North Cumbria

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Beyond the Lake District lies the border country – England’s border with Scotland and, nearly 2,000 years ago, the north-western boundary of the Roman Empire. This area is dripping with history; a place where archaeologists, and even the occasional metal detectorist, stumble across fascinating discoveries on a fairly regular basis.

Carlisle, with a population of about 70,000, is Cumbria’s largest settlement and its only city. The Romans established Luguvalium here in about 72AD, and later, when Hadrian’s Wall was built, it crossed the River Eden at Carlisle. Little evidence of the Roman occupation now remains, but the city’s often bloody history is brought to fascinating life in Tullie House Museum and Art Gallery. This award-winning attraction is located opposite the twelfth-century castle and just around the corner from the small but perfectly formed cathedral, built from red sandstone in 1122.

Several long-distance walking and cycle routes either pass through or end at Carlisle. These include the Reivers Cycle Route, Hadrian’s Cycleway, the Cumbria Way and the popular Hadrian’s Wall Path National Trail. The latter visits several of north Cumbria’s most important Roman sites, including the remains of a bridge over the River Irthing at Willowford and a fort at Birdoswald, next to the longest continuous stretch of Hadrian’s Wall still standing. Other important Roman remains, including Vindolanda, Housesteads Fort and the eye-catching, roller-coaster section of wall along Steel Rigg ridge are just a few miles further east in the county of Northumberland.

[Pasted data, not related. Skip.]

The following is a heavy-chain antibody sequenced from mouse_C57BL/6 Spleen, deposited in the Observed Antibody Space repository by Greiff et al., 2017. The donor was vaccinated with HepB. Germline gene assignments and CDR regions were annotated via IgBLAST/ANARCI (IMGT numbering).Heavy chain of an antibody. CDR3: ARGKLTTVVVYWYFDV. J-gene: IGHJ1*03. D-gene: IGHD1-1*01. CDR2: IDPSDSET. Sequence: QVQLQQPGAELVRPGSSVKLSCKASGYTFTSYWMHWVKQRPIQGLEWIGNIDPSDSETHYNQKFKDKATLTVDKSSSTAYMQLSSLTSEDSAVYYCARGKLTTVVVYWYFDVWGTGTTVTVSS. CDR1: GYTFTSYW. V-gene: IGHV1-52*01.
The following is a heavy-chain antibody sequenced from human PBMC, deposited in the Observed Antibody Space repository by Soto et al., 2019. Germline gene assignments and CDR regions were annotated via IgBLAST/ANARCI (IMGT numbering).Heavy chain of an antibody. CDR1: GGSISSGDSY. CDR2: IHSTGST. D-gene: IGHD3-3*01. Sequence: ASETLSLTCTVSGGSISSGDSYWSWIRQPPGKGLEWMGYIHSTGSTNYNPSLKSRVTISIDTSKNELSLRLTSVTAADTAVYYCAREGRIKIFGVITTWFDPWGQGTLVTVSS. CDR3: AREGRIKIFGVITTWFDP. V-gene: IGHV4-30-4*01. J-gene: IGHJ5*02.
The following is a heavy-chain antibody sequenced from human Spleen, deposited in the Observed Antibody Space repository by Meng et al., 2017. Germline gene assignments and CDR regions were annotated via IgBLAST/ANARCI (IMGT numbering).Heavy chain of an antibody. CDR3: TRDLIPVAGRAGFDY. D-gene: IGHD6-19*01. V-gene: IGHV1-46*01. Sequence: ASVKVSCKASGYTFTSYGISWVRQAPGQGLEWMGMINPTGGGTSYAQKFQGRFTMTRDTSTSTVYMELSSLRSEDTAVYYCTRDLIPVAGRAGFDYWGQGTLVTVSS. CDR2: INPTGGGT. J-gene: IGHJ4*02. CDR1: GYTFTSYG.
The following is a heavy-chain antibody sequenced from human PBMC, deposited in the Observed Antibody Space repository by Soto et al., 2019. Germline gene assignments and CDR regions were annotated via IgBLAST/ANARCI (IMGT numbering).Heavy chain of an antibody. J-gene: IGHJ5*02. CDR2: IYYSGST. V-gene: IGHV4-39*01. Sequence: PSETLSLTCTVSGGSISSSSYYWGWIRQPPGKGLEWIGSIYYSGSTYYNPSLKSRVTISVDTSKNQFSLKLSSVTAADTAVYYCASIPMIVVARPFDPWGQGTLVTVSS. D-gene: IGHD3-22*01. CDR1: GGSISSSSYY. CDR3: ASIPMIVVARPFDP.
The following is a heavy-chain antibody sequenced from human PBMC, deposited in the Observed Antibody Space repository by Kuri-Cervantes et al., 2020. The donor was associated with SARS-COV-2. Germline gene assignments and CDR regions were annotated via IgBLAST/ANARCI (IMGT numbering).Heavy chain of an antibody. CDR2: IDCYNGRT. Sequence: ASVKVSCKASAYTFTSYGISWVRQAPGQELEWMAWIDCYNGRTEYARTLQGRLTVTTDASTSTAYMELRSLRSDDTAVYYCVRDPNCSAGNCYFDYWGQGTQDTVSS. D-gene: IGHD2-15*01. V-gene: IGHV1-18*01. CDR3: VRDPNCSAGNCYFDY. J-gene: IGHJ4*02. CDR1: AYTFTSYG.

Other nearby attractions that are well worth a visit include Lanercost Priory, which effectively became the temporary capital of England when King Edward I was fighting his border wars at the beginning of the fourteenth century; and Geltsdale, one of the RSPB’s largest nature reserves and a place that’s home to various upland waders, hen harriers and black grouse – some of England’s most endangered bird species. 

To the west of Carlisle, you’ll find the Solway Coast Area of Outstanding Natural Beauty, much loved by bird-watchers and other wildlife enthusiasts who come for its seemingly endless beaches with views of the Scottish hills, the raised bogs of the South Solway Mosses and the wide, open spaces of its estuarine salt marshes. Visit during the autumn to witness the amazing sight and sound of tens of thousands of geese and swans descending on the marshes from the Arctic for the winter.